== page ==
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HEAD & SHOULDERS


A Bond and its Head and Shoulders Bottom

07/30/01 01:55:56 PM
by David Penn

Is the 30-year bond the most bullish buy around?

Security:   N/A
Position:   N/A

If you're looking for a bull market among stocks, currencies, debt and commodities, one of the most time-tested ways to find them is to search for tradables above their 50-day and 200-day moving averages. One adage testifies that bulls live above the 200-day moving averages and bears live below; that would explain the number of failed upside breakouts in a number of stocks after making 40-day highs: both the S&P 500 and the Nasdaq have been trading beneath their 200-day moving averages since September. While it is possible for tradables to advance significantly when the general market is beneath the 200-day moving average, the fact that the larger market is in bear territory means that the climate is one of selling more than buying. In this atmosphere, even the best breakout may be more susceptible than usual to overwhelming corrections and stop-triggering pullbacks.

The 50-day moving average is a better gauge of the intermediate trend, taking into account the most recent month and a half of buying and selling. In addition to determining whether or not price action is represented by higher highs and higher lows or lower highs and lower lows, a 50-day moving average is an excellent way to tell whether a trend is in place, and if so, whether that trend is upward or downward. Used in combination with the 200-day moving average, the 50-day moving average also can help determine when an existing trend may be about to shift or when a new trend is about to begin.

Figure 1: Between an upside breakout from this intermediate H&S bottom and the swing in moving averages, the 30-year bond could test the March highs.
Graphic provided by: MetaStock.
 
It was in looking for tradables above both the 50-day and 200-day averages that brought the 30-year bond to my screen. The 50-day moving average for the 30-year bond (green line) looks to have rounded down and is now moving back up. The 200-day moving average (red line) looks as if it might have started to round over and head back down. However, the intersection of the 50-day moving average (which represents more recent price action) is likely to drive the 200-day average up, turning its rounding over direction upward into more of a sine wave-like pattern.

Additionally, the 30-year bond is coming off of a third trough, at 99.7 in late April, 98.4 in mid-May, and 99.7 in early July, and is moving above the area at which all three declines began- approximately 102.5. This price action, which began with a steep drop in early April, is characteristic of an intermediate head and shoulders bottom, in which prices often rally from three successive attempts to establish an intermediate (in this case) bottom. Currently trading at 102.5, the 30-year bond has broken out above the neckline (the area where the declines began) and, should the pattern prove successful, could test the March highs of 107.25. This price objective uses the height from the lowest point in the trough (98.4) to the neckline (102.5) of 4.4, and adds that amount to the value at the neckline, giving an upside target of 106.8.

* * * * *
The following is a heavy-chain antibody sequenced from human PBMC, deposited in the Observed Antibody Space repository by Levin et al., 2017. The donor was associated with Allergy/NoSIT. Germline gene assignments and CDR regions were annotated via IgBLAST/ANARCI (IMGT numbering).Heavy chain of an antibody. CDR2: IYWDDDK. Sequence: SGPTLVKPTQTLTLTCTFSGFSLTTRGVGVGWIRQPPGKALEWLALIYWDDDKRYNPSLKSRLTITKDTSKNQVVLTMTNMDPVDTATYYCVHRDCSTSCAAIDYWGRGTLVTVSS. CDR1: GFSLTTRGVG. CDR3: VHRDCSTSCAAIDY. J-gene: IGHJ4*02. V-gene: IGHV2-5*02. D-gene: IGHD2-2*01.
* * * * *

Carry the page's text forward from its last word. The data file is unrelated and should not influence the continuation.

The bullish case for the 30-year bond is further suggested by a breakout above the bond's 40-week moving average (not shown). And it cannot go without saying that the current theme in financial journalism (a recent Wall Street Journal article suggested in part that not bonds alone but diversified bonds were the only prudent way to weather this market) is not exactly discouraging investment in bonds and bond funds. Should the demand for bonds grow--either as a result of recession fears or simply a sobered outlook on stock returns over the near-term--it is hard to believe that the 30-year bond would not benefit.



David Penn

Technical Writer for Technical Analysis of STOCKS & COMMODITIES magazine, Working-Money.com, and Traders.com Advantage.

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Date: 07/31/01Rank: 5Comment: 
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